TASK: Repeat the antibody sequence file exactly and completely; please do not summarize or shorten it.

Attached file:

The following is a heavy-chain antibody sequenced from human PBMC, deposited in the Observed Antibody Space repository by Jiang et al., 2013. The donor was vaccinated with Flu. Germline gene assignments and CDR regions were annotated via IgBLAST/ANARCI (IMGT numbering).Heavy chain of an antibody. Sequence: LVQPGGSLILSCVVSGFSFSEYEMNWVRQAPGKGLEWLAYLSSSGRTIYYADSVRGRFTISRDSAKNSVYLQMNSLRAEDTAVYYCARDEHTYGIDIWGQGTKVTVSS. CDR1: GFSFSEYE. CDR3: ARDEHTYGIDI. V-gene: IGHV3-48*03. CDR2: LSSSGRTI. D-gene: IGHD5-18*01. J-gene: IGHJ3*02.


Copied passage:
The following is a heavy-chain antibody sequenced from human PBMC, deposited in the Observed Antibody Space repository by Jiang et al., 2013. The donor was vaccinated with Flu. Germline gene assignments and CDR regions were annotated via IgBLAST/ANARCI (IMGT numbering).Heavy chain of an antibody. Sequence: LVQPGGSLILSCVVSGFSFSEYEMNWVRQAPGKGLEWLAYLSSSGRTIYYADSVRGRFTISRDSAKNSVYLQMNSLRAEDTAVYYCARDEHTYGIDIWGQGTKVTVSS. CDR1: GFSFSEYE. CDR3: ARDEHTYGIDI. V-gene: IGHV3-48*03. CDR2: LSSSGRTI. D-gene: IGHD5-18*01. J-gene: IGHJ3*02.